It is very easy to knock British public services and yes, I have written up a completely different experience at the Hammersmith A&E in London which was a genuine nightmare and resulted in a twelve hour wait to see a doctor with someone with suspected meningitis, but that is London. This is Lincolnshire. If one hospital can cope and be civilised in a town not exactly known for patient and civil behavior then it is possible elsewhere.

The UK is going through some pain right now and I know in London the railway unions do seem to be blackmailing the public. There is also a shortage of teachers and skilled people all over the place (except lawyers). But being a public sector worker is hard. You are never going to make a fortune and as a lecturer I know, you don't expect and have never experienced quality management or thanks for devotion to duty. In fact, the more I think of it, almost every public sector worker I know is good at their job, dedicated and conscientious. But increasingly they are faced with short term contracts, contracting holiday periods, more paperwork, more monitoring and unprofessional management, usually made up of people promoted simply because of their failure to do their job well at a lower level. (This is standard practice in teaching as far as I can see). Why doesn't education, hospitals and the railways attract experienced MBA's? Wouldn't it be nice to think of someone with an MBA being altruistic.

Goodwill has always been the backbone of working in the public eye. Abuse it, you lose it and a whole lot more besides. All the UK has ever needed was good management and good motivation skills. Something is going right in Grimsby's hospital. Maybe someone should bottle it and spread it around.

Hackwriters is in Nice this week - no the sun isn't shining there either. We are back next week 15th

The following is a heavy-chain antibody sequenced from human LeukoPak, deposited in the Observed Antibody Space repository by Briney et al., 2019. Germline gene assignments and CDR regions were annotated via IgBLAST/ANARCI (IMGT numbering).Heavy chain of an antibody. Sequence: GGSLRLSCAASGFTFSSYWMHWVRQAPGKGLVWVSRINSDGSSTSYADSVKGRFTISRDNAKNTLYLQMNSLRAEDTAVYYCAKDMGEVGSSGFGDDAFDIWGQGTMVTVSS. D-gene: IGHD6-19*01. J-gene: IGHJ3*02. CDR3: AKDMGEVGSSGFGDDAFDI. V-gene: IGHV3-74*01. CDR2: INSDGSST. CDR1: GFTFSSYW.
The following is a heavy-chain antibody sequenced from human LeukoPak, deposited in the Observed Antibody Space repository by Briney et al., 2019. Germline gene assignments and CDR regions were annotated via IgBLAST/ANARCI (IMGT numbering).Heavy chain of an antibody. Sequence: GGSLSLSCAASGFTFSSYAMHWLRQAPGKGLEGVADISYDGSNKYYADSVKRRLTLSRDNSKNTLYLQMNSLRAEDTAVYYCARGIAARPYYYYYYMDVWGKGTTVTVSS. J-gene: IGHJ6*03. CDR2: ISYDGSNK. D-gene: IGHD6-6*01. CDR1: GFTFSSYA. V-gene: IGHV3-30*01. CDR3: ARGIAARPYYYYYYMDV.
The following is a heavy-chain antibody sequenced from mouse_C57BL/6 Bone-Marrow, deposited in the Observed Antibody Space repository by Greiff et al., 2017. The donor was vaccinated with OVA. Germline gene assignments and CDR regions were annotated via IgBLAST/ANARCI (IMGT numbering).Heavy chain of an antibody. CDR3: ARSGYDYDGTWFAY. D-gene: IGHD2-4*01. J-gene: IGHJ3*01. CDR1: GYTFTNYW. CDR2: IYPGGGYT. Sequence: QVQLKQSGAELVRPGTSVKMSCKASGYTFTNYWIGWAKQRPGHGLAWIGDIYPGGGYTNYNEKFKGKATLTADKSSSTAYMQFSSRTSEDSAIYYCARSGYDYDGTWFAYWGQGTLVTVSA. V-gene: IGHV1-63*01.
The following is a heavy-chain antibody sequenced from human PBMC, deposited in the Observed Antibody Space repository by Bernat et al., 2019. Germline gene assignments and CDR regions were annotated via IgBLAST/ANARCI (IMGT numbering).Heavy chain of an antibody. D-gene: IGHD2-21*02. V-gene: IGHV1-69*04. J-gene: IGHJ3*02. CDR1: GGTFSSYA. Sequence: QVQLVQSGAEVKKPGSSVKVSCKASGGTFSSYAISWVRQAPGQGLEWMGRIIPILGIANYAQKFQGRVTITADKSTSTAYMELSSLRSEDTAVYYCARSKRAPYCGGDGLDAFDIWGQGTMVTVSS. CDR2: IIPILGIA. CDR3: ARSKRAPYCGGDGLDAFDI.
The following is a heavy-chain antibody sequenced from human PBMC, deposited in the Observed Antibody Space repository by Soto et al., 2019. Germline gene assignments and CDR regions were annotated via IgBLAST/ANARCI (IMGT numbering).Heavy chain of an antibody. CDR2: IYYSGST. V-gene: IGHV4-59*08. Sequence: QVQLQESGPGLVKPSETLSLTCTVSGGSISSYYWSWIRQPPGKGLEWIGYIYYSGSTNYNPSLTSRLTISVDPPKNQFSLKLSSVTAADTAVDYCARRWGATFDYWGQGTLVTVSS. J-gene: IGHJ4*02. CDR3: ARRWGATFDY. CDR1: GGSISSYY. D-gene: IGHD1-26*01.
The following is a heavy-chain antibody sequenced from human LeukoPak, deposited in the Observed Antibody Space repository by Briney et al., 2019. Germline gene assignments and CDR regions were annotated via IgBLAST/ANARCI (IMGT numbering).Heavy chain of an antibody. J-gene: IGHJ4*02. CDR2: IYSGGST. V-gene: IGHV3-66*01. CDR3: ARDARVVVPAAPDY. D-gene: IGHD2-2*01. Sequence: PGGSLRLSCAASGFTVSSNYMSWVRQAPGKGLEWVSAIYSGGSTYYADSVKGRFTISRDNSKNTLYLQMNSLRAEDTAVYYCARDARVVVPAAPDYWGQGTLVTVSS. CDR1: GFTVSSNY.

A thought for Joanna aged 82.

Read about Horatio
The Mouse Who Would be King!
by Joanna

She was born in 1920 in India, near a then sleepy colonial Calcutta. She remembers much of a very vivid and lively childhood there, growing up with five sisters and a brother. Remembers then coming to England during the depression in the depths of a cold winter. As she turned twenty most everything she loved was being bombed to hell and somewhere in this rubble she became an actress and by day a nurse. After the war she found herself in quiet and safe Lincolnshire, married to Bob, businessman and racing driver and safe at last. But anyone born in the colonies knows that nowhere is ever home and wanderlust took over when her husband, my father, died young. She went to live in Africa returning to the stage there, her moment of glory in 'Showboat'. Then she tried Canada for a while, being near her daughter, but Canada proved to be too cold. Now here she is back in Lincolnshire, still thinking of what will happen next.

Update 4.02.2002 : she's on the mend, and making plans again. Jo thanks many of you for writing in and wishing her well.

© Sam North 2002

If you want to join me for screenwriting development classes I'll be at the
Salignac Foundation in France in March and May. It will be fun and there are two types of programmes, beginners and professionals. Be good to see you there.

A Salignac Diary